• 19 DEC 11
    • 0

    Dynamic Site Design: Keeping Your Pages Uniform

    At Barg Sabz Web Designing Company we build dynamic websites – sites which constantly adapt to user input and allow for extensive content management by site administrators. Regardless of the amount of information on a page, the design should adapt, maintaining its professional appearance.

    The Site Container:

    For a dynamic site to work at all it needs a solid base. A height-flexible container encasing the content of the site is a perfect foundation. Something as simple yet as effective as a black border with a consistent site-width will set the inner content apart from the page background. This container can expand or contract height-wise to naturally accommodate different amounts of content.

    Navigation:

    One of the best ways to maintain dynamic and functional site navigation is by using drop-down menus. Drop-downs allow for specific site navigation from any page on the site, and are easy to dynamically produce, employing the same logic as the site container.

    Main categories are each wrapped inside a relative div so that each can be assigned an absolutely-positioned, hidden submenu which will appear upon mouse over. This method is best for dynamic sites because the height can increase or decrease as the number of submenu items increase and decrease without affecting the overall layout of the site.

    Too Much Content (We should all be so lucky):

    A constant challenge facing dynamic site developers is displaying a wealth of content in just one page. Often times, layouts are optimized for a specific amount of content, and if they exceed that amount, the pages will appear crowded and jumbled.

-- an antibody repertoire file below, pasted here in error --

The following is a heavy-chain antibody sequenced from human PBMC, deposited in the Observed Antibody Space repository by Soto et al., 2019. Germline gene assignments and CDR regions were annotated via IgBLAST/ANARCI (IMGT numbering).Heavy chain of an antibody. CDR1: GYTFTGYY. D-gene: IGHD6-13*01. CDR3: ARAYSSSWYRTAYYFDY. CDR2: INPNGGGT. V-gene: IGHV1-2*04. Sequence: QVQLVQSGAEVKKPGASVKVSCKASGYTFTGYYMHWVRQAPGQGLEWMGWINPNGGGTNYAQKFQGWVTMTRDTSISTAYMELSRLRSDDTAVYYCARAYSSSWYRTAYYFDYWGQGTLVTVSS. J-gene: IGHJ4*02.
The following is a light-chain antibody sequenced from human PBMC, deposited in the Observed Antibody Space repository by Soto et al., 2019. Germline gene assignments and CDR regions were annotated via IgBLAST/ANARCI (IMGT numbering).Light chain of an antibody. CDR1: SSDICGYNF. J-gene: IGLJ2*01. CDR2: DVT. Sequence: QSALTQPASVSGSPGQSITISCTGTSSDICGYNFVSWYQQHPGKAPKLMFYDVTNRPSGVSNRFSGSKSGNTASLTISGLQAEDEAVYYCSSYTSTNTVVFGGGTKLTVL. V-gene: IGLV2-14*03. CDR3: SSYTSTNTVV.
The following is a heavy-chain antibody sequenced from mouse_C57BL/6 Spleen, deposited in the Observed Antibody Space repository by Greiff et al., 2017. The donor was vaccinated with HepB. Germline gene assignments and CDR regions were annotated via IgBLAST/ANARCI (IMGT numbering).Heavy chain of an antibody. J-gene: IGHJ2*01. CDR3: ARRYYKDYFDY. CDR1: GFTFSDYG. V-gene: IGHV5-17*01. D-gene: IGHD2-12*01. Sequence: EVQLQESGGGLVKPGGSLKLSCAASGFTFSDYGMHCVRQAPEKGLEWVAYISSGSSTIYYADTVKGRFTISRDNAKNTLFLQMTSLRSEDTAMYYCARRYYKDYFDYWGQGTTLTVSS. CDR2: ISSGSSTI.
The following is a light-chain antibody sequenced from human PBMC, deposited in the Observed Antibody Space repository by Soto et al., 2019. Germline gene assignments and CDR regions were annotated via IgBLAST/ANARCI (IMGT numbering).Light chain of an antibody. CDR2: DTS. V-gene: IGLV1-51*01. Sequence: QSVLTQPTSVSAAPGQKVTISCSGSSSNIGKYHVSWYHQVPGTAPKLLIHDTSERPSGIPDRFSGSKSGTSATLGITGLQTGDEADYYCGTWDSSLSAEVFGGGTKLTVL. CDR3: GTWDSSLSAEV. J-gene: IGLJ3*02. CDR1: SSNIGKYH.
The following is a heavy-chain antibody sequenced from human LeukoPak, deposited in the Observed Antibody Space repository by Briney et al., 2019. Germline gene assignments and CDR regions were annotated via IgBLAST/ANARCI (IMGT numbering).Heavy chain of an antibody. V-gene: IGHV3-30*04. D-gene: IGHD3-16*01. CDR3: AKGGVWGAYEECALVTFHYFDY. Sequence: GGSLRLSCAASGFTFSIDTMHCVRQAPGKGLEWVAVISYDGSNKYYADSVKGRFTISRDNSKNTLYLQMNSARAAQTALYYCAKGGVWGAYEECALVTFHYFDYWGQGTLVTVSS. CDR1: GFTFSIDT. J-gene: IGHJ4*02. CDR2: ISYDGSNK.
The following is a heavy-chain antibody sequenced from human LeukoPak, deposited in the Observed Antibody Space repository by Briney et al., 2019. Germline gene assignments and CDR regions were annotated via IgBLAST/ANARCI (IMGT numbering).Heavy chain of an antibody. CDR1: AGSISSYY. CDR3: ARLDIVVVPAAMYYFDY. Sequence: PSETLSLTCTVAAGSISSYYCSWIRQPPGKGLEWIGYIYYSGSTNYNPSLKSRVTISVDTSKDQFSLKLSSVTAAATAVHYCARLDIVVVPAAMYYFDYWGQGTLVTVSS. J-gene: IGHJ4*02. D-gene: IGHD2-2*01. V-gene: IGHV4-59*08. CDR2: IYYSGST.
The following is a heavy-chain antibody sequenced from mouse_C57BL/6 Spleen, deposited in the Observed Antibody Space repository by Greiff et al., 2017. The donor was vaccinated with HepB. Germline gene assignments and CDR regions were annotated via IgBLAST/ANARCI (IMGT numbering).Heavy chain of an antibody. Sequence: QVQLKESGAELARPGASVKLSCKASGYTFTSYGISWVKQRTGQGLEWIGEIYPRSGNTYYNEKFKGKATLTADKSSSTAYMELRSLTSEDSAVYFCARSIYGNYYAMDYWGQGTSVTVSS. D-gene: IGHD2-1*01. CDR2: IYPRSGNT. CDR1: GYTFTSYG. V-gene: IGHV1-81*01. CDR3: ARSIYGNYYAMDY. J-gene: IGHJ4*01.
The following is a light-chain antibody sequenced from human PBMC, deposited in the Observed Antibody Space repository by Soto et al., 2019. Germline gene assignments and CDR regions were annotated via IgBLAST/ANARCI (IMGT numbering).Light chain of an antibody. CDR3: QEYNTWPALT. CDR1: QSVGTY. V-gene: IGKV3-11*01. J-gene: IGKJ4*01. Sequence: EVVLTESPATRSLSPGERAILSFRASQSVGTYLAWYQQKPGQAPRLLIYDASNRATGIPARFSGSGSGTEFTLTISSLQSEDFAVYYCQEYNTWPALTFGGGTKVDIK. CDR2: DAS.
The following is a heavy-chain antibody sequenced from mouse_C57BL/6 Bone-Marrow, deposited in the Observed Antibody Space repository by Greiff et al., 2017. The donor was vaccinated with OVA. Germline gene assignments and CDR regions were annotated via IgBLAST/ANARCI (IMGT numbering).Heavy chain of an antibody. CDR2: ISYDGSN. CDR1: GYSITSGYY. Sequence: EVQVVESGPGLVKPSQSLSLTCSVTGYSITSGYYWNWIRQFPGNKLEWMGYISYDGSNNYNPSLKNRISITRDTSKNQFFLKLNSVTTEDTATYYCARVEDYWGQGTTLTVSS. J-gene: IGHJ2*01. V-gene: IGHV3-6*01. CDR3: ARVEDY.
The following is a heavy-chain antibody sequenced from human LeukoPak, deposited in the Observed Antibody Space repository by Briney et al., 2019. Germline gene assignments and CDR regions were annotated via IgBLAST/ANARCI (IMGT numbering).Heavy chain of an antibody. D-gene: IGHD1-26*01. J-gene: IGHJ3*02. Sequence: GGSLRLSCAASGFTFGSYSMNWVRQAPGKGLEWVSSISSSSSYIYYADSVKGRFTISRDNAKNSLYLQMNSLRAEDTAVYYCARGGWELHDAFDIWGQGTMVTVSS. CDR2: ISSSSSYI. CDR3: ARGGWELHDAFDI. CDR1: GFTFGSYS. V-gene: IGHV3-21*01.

One of the best methods of alleviating this problem, ensuring a usable and SEO friendly design, is combining JavaScript and DHTML to create tabbed browsing within pages.

    Examples of this can be found at Ugallery.com, an online art gallery, where a page was created for users so that they could display as many pieces of their artwork as desired without exceeding the fixed site width. The solution was a scrolling gallery powered by JavaScript and DHTML. All of the information is still rendered in the source, however, much of it is hidden, to be revealed when a user mousse over a scrolling arrow button.

    The same basic function was employed for the artist’s profile. The height of the container was constrained, and so, a profile was placed within a scrolling DHTML text box, making use of the “overflow:hidden” style, and affording artists more space to describe themselves.

    The artist’s current portfolio, their exhibitions, and a visitor commentary section also had to be incorporated on one page. The solution: Tabbed JavaScript and DHTML navigation which better organized space and allowed the visitor to toggle through the artist’s portfolio, exhibitions, and visitor commentary without reloading.

    The lesson here is when building a dynamic site, make use of advanced design techniques. By using these methods, not only can information be better organized and more intuitively arranged, but it can also be constrained to achieve a consistent look and feel for the site. Also remember that most DHTML mentioned in this article can be found at various open source web sites.

    Happy web designing!

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